As the holidays draw near, I am filled by a sense of excitement, knowing I will soon celebrate with close family and friends. I hope that you too are looking forward to the holidays as we say goodbye to 2018 and ring in the new year.
What do you think of when you think of Issaquah? Do you think of the big Salmon Days event? The Costco headquarters? The beautiful Olde Town neighborhood? Maybe you think of the great school system!
On June 14th, SeattlebyDesign’s Chris Kallin attended a private presentation by Jen Davis Hayes, Issaquah’s Economic Development Manager. Developer’s and tier-1 tenants were the primary audiences, but Chris learned a lot of information that might be of interest to the residential real estate investor and/or owner-occupied homebuyer!
Chris would love to share the full presentation for any interested readers, but here are a few interesting tidbits that you won’t find in the presentation:
– Issaquah boasts more C-Level executives than any other area of the Puget Sound. Astonishing, given some of the more high-profile neighborhoods one might think of first.
– Currently, 70% of the Issaquah valley floor is covered in asphalt. City planners aim to change this dramatically, by requiring structure parking in key areas and for projects of a certain scale.
– The City of Issaquah has lifted their 1.5-year moratorium on new commercial development. The goal during this time was to develop a comprehensive view of a future-Issaquah and to produce an architectural fit / urban design manual. The requisite zoning changes align with the prescriptive objectives.
– Just 9% of residents currently live and work in the city. With several anchor tenants dramatically increasing their footprint (e.g. Costco’s doubling of its corporate office space), planners hope to see this figure improve dramatically. One of the ways they aim to increase this is to add “play” to the live-work-play equation. Projects that provide entertainment value are sure to get more support from the City of Issaquah than others ignoring this element.
– A review of the presentation reveals a number of residential real estate opportunities. Areas of interest might include the area of likely ST3 light rail expansion, the soon-to-be improved transit center, and the several roads being added to the area, including at least one overpass connecting the two halves of the city bisected by I-90.
Please contact Chris Kallin if you’d like more information or a copy of the city’s presentation! You can email him at firstname.lastname@example.org.
And if you’re interested in making an investment in the area, be sure to check out the Issaquah Active Projects Map: http://bit.ly/2KJNCnd
As the architects behind Google’s proposed campus at South Lake Union prepare for their meeting with the Seattle Design Review Board today at 8pm, GeekWire writes that “New images show how Google’s Seattle campus will transform the South Lake Union neighborhood.” Nat Levy, upon viewing the recently released images, says “the tech giant will drive the next evolution of the South Lake Union neighborhood, right in Amazon’s backyard” with a design aesthetic that speaks to the walkability of the neighborhood and incorporates natural elements, as walls of windows meet greenery throughout.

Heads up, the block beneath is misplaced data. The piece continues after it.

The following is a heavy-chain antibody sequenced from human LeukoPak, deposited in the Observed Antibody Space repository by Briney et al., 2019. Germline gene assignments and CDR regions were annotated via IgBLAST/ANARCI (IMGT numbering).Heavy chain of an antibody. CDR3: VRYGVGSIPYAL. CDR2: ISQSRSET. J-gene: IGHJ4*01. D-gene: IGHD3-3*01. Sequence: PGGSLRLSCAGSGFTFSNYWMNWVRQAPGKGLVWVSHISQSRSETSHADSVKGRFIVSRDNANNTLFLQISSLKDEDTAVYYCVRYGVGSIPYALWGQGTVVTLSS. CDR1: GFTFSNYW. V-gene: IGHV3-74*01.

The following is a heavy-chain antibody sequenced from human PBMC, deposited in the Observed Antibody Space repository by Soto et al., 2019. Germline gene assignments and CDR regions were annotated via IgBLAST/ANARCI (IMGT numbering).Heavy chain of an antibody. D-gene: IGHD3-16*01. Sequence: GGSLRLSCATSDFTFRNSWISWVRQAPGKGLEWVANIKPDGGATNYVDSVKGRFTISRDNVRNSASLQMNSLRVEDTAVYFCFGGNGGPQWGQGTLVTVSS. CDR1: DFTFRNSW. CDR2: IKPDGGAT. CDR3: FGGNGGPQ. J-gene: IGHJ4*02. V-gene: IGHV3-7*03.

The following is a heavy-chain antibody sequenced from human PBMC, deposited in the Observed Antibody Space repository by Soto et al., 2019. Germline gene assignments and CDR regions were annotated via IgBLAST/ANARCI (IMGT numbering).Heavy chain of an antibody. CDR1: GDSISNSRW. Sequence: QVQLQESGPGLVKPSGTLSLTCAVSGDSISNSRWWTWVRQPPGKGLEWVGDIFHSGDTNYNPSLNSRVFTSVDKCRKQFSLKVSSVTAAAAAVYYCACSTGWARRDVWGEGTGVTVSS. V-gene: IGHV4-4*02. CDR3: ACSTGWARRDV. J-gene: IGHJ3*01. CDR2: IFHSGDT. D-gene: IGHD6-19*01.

We are excited to share that Realogics Sotheby’s International Realty is expanding into Seattle’s Madison Park with its fifth branch office location. The latest addition to our growing global real estate brand will consist of two sites across from each other: The Park House, a boutique real estate store front at 4031 Madison St.; and administrative offices in the building across the street.
The West Seattle area of the city of Seattle includes the neighborhoods of Alki, Admiral, North Admiral, Belvedere, Fauntleroy, and Gatewood. Local media reports in 2015 indicated that West Seattle, especially its northern and western neighborhoods, have been a preferred target for homebuyers moving from California’s Bay Area. Chief Sealth High School in West Seattle is ranked among the top public high schools in the state. Although the area has been a seller’s market for years, the monthly supply tightened markedly in 2015, bottoming at 19 days in June. The average monthly supply was 1.8, from 1.7 in 2014 and about a month the previous year.
Art means a lot to us, as our brand is rooted in a 272-year Sotheby’s Auction House heritage. Thus we were thrilled to explore the latest exhibit at the Seattle Art Museum, Kehinde Wiley’s A New Republic. As the Seattle Art Museum (SAM) website describes, Wiley reworks the tradition of the portrait. His pieces, which range in medium and include paintings, stained glass and sculpture, “are highly stylized and staged, and draw attention to the dialectic between a history of aristocratic representation and the portrait as a statement of power and the individual’s sense of empowerment.”
Can you imagine a population in Seattle greater than that in San Francisco? Well, according to an article from The Daily Journal of Commerce, that imagined scenario may become a reality as early as 2040. As Nat Levy reports, “The Puget Sound Regional Council [PSRC] predicts another 1 million people will live in the central Puget Sound region by 2040” and “at least 160,000 of those new people will live in Seattle.”
The Tech Boom’s impact on the economy and housing market in the Seattle area is receiving increasing recognition, as national news outlets are now weighing in on what the Emerald City’s future may hold. Most recently, Nick Wingfield of The New York Times reported that “Seattle, in Midst of Tech Boom, Tries to Keep Its Soul,” saying that Seattle leaders are no longer looking at San Francisco as a model to live up to, but as a “cautionary tale” to avoid.